S&T and Pacific Northwest National Laboratory (PNNL) collaborated for a set of standards, promoting the protection of the opioid crisis frontline workers through a specification, guide and test method for field detection equipment. In 2022, PNNL expanded the libraries of chemical structures for nearly two dozen different types of opioid-detecting instruments, so manufacturers can update thousands of technologies in the field to align with the detection standards.
S&T and the DHS Transportation Security Administration funded Sandia National Laboratories (Sandia), Pacific Northwest National Laboratory, and industry partners to develop the Open Threat Assessment Platform to improve the software algorithms and hardware of airport screening systems in response to rapidly evolving threats and make air travel safer and more convenient. Similarly, Sandia developed open architecture systems that scan vehicles and containers entering the country for the Countering Weapons of Mass Destruction Office’s Radiation Portal Technology Enhancement and Replacement program.
S&T’s Screening at Speed Program developed a shoe scanner with Pacific Northwest National Laboratory (PNNL) to address explosives in shoes using millimeter wave technology. This work not only enhances public safety, but reduces wait times at airport security checkpoints to improve the passenger experience. By 2022, PNNL increased the frequency and bandwidth of its walk-by millimeter-wave screening system by 50%, which led to a Federal Laboratory Consortium Tech Transfer award.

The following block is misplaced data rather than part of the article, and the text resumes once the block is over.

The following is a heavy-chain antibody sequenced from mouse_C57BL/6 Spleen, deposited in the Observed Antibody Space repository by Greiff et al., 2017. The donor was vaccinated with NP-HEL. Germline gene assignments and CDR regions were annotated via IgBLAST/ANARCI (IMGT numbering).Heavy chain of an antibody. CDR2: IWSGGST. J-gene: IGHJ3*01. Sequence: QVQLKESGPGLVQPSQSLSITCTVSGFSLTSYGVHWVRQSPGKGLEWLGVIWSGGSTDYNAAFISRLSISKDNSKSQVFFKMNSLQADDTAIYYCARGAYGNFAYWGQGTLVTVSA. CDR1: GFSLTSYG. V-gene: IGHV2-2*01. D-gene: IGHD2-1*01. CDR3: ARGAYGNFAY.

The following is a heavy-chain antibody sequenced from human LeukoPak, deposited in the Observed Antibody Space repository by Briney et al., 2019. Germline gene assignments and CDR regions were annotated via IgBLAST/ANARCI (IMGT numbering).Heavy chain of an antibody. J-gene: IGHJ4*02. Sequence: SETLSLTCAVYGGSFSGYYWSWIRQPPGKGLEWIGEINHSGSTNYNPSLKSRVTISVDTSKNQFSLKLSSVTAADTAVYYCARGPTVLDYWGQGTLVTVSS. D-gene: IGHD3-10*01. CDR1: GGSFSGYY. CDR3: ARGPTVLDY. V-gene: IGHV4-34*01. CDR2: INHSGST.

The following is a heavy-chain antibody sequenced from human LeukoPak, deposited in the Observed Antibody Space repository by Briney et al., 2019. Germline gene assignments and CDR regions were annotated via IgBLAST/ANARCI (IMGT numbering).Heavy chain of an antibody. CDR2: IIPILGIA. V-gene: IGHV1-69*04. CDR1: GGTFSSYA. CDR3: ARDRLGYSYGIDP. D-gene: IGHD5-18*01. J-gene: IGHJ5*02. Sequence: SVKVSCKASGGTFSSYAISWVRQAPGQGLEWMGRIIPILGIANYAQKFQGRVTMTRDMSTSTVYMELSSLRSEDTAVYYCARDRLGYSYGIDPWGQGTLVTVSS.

SEDONA, or SpEctroscopic Detection of Nerve Agents, is the result of a joint effort between S&T and Los Alamos National Laboratory. When deployed at security checkpoints, border crossings, and ports-of-entry across the country, SEDONA will enhance DHS’s abilities to detect and intercept dangerous chemicals and nerve agents.
The National Renewable Energy Laboratory, sponsored by S&T, fielded sensors that accurately track different types of transportation across the U.S. northern border using remote power where grid power was not available. These sensors can detect and track aircraft and vehicles despite natural topographic features, trees, and bad weather, which often prevent standard methods, like radar or visual observers, from detecting them.
As part of S&T’s Urban Security Initiative, Argonne National Laboratory, Los Alamos National Laboratory, and Sandia National Laboratories developed three different modeling software systems that predict the spread of bioagents in different parts of a city. For strategic biosensor placement, the models were integrated into a single model to show how a bioagent plume would travel from the subway to the streets and into buildings.